Wednesday, October 12, 2005

I still don't think they get it

This from here:
Conservatives are giving President Bush an unfair "pummeling" over his selection of Harriet Miers for the Supreme Court, Senate Judiciary Chairman Arlen Specter said Tuesday.

The nomination has drawn criticism from conservatives who say Miers lacks proven conservative credentials and a judicial background. They want more information on whether she would vote to overturn the 1973 Roe v. Wade decision that legalized abortion.
To me this is not about Roe v. Wade. Don't get me wrong, I'd like to see Roe v. Wade overturned as much as the next guy, but the salient issue is how our next SCOTUS Justice will decide cases in deference to the Constitution. If a strict originalist-philosophy judge is appointed, Roe along with other poorly decided case law will be taken care of, and a period will reign when legislation from the bench, penumbra, and decision of cases based on foreign law will hopefully take a vacation for at least a generation or so. But again, none of that can happen without the proper Justice being appointed. As I have said time and time again, there's too much at stake to "just take someone's word for it" that Miers has the right stuff to do what so sorely needs to be done.

**UPDATE** David Broder sees things differently:
The first thing (Leonard)Leo said was that Miers's statement accepting the nomination from Bush was significant to him. "It is the responsibility of every generation to be true to the Founders' vision of the proper role of courts in our society . . . and to help ensure that the courts meet their obligations to strictly apply the laws and the Constitution," she said. "When she talked about 'the Founders' vision' and used the word 'strictly,' " Leo said, "I thought, 'Robert Bork,' " Ronald Reagan's Supreme Court pick, who was rejected by the Senate after a bitter fight. "She didn't have to go there. She could simply have said, 'Judges should not legislate from the bench.' But she chose those words."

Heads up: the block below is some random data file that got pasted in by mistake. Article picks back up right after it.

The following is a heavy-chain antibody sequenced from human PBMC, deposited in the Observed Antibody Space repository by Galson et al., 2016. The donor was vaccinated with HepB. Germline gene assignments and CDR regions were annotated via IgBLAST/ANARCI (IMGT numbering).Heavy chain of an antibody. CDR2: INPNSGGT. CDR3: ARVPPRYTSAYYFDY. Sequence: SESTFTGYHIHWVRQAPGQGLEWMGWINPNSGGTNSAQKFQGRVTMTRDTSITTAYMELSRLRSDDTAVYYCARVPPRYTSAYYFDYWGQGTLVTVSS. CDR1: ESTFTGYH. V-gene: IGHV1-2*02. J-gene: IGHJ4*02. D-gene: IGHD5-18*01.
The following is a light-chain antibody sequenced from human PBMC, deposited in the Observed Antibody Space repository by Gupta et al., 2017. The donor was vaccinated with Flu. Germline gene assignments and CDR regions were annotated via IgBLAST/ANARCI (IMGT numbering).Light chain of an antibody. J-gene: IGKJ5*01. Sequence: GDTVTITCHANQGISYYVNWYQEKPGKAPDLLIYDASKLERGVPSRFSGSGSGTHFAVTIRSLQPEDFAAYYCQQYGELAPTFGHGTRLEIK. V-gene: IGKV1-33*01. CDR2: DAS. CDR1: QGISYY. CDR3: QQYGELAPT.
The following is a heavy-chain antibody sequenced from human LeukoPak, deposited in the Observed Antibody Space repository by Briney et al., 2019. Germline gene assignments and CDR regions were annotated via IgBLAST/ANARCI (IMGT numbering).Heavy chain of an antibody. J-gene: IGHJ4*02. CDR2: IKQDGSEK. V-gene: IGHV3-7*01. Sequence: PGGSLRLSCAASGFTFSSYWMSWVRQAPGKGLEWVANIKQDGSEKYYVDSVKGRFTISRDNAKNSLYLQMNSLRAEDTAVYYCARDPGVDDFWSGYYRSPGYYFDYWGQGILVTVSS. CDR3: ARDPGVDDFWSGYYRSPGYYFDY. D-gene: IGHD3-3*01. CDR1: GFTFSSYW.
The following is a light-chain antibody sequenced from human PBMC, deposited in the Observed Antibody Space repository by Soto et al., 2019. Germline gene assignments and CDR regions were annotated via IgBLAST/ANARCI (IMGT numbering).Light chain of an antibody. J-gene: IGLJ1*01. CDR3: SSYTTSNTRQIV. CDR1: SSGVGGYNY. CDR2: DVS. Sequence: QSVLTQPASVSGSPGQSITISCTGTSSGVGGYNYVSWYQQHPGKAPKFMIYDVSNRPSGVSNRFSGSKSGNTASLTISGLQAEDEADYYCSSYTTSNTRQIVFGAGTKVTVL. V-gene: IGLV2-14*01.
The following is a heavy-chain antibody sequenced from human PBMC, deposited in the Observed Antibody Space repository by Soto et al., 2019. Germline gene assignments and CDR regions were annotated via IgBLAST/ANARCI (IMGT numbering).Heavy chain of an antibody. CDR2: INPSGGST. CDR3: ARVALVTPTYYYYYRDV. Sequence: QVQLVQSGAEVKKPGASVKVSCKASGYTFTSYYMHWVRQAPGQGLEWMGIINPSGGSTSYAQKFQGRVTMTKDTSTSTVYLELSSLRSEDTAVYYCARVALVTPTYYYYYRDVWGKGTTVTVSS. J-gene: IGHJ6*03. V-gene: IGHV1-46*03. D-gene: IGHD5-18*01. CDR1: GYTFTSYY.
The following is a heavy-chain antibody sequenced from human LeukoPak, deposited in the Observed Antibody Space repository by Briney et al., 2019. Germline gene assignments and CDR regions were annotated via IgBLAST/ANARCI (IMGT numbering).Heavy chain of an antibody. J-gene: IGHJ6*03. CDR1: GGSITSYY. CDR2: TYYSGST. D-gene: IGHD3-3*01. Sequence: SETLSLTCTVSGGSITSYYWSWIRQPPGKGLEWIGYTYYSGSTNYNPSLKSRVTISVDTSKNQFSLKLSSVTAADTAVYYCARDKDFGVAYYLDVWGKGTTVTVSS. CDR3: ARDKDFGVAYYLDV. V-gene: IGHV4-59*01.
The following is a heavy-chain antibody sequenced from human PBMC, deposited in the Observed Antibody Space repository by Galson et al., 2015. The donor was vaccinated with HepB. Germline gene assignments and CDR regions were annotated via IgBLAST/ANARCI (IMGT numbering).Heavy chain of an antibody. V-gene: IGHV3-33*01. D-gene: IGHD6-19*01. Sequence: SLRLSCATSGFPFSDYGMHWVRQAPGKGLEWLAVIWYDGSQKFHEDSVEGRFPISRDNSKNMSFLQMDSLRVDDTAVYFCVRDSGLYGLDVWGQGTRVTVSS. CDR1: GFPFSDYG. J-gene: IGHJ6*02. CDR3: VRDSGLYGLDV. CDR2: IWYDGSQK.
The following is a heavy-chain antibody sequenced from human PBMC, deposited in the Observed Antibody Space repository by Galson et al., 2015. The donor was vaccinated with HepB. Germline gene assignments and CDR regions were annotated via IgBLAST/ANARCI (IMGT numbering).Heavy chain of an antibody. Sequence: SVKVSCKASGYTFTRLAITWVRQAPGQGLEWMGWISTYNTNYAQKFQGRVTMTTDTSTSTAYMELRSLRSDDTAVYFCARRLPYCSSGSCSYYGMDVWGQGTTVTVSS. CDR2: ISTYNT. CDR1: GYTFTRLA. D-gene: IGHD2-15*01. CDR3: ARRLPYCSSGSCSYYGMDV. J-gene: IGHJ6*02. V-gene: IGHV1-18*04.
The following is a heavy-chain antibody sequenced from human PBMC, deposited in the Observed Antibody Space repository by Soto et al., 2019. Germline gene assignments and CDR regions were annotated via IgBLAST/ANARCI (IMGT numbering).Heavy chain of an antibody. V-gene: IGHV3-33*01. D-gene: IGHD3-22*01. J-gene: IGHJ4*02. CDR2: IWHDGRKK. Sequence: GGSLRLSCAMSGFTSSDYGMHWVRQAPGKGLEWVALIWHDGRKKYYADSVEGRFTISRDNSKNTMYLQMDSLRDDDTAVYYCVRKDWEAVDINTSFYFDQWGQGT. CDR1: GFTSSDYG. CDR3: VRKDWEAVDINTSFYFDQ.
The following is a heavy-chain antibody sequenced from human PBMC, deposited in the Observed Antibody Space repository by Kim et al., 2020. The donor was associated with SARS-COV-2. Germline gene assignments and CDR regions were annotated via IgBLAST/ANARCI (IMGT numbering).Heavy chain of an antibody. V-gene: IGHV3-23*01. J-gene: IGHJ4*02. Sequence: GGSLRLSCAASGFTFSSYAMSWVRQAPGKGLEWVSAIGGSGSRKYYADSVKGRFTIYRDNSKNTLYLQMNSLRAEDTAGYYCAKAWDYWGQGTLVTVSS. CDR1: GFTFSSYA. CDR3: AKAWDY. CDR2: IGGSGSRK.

I asked if he was surprised that she did -- or whether it was consistent with what he knew of her judicial philosophy. He replied: "I'm not surprised that's what she believes. I'm surprised her handlers let her say it."
He concludes by saying:
Was she opposed to the Roe decision? I asked. "That was not the issue. The only way to fight this within the ABA was to talk about the process" by which the endorsement was made. "It took a lot of courage to be out front on that issue" within the bar association, "especially for a woman."

And then he added that Miers is "well-regarded by antiabortion leaders in Dallas" and has written a check to at least one such group.

Finally, I asked him to compare Miers to the justice she would be replacing, if confirmed. Unlike O'Connor, he said, "she believes in legal rules, that law has a content to it. She is not one who would vacillate back and forth in a world of murky standards, which is how I see Justice O'Connor."

Maybe that's what the president meant when he said he was confident she "won't change."
Again, whether or not Miers is pro- or anti-abortion is irrelevant. It is her commitment to originalist, strict constructionist philosophy in Constitutional interpretation that is in question.